You’ll never get your next great idea without a quiet space to innovate.
How do techies come up with such innovative ideas? Steve Jobs did it with the iPhone, and Elon Musk did it with Tesla. Reed Hastings did it with Netflix, Mark Zuckerberg with Facebook, and Elizabeth Holmes with Theranos. Every day we read about new companies addressing needs that never existed before.
I bet these innovators didn’t come up with their groundbreaking ideas during rock concerts or major league playoff games, or while they were checking email or social media messages. Creativity blossoms when we make time to think.
Whether you’re creating a new business or product, or you’re trying to determine how to grow sales and revenue, you need a quiet space for focused thought.
What Creative Thinkers Do Differently
In our always-connected, tech-driven world, it’s not easy to break away and get some alone time. But to see the big picture, we must take a step back and make the time to think. As business writer Paul B. Brown puts it,
While it is undoubtedly true that superior execution is better than any great idea you can think of, you need new ideas if you are going to stay ahead of the competition. And it is awfully hard to come up with those ideas if you don’t have any time to think.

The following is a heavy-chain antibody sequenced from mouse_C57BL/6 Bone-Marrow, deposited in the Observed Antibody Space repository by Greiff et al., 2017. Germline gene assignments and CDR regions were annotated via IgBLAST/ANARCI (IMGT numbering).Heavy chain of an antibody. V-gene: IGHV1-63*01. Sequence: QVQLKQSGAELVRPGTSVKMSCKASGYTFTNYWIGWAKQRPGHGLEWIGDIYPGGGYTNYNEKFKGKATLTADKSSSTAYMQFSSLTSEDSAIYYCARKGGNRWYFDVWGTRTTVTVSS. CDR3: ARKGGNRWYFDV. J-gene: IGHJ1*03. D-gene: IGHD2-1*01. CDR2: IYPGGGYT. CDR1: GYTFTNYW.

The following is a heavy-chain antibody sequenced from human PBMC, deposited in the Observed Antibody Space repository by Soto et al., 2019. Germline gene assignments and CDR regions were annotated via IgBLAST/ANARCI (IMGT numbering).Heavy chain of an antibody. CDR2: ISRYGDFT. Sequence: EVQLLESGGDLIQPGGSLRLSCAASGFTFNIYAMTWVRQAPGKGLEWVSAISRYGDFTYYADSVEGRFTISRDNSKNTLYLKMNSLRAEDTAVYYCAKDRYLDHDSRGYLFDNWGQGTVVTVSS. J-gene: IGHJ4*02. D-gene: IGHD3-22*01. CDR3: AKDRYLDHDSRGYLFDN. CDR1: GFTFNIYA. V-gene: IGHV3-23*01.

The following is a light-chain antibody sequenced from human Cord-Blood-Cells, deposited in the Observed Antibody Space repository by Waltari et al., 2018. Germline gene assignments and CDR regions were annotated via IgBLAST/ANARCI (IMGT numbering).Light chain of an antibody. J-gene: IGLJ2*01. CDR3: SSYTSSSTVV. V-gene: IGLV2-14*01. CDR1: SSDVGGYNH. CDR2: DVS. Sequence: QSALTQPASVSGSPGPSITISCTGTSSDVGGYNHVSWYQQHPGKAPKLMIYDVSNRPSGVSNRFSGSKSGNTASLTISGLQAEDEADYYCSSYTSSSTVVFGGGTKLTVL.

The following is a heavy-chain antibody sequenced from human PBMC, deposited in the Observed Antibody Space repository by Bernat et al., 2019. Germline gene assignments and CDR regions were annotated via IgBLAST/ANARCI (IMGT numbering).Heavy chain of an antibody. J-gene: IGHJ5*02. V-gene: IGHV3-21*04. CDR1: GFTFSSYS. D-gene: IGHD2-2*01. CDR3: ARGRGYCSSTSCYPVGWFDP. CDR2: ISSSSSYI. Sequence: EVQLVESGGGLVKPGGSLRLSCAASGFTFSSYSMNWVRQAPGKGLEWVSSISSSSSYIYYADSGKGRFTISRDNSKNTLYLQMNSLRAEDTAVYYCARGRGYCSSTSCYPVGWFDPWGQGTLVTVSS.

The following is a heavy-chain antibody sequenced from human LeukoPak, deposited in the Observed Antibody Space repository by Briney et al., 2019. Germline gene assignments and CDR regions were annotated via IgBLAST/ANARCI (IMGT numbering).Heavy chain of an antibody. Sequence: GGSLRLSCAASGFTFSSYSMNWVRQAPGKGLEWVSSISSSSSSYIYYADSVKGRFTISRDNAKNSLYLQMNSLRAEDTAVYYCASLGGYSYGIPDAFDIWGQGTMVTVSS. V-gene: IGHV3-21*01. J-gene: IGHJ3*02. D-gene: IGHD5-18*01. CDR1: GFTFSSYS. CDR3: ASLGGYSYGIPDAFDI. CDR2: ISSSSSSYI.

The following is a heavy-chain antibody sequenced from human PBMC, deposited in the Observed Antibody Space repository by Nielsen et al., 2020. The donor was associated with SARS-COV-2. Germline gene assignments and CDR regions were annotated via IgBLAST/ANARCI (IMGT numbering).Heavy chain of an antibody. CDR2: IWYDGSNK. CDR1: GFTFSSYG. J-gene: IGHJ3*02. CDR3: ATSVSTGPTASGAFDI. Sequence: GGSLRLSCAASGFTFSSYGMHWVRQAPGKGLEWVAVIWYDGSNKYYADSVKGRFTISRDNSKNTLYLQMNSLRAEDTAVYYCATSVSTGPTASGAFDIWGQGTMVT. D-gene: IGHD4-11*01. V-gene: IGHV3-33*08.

Paul suggests creating “white space” in your life that can be filled with creative thought. How? He shares several tips in his enlightening posts on Forbes.com—“11 Ways to Create More Time to Think” and the follow-up article, “How to Create More Time to Think: Here Are Your Ideas.”
A few of my favorite suggestions:
- Eat breakfast or lunch alone, with devices turned off.
- Do a puzzle or play a game of Solitaire, and let your mind wander.
- Build short breaks into your schedule. Go for a walk or find a quiet place to sit alone.
- Combine creativity with cardio, and do your thinking at the gym.
- Take a vacation or at least a long weekend.
(Read the rest of Paul’s articles for more.)
Why Sales Leaders Need Time to Think
I know it seems counterintuitive—scheduling time to be creative. But sales leaders need new ideas and fresh insights in order to disrupt the status-quo and overhaul systems that don’t drive revenue.
For example, by thinking creatively about how to grow sales, you might discover referral selling—the #1 way to outpace your competition, generate qualified leads, and get reps into C-suite meetings with their top prospects. It’s what you’re missing. You had your “aha” moment. Aren’t you glad you made time to think?
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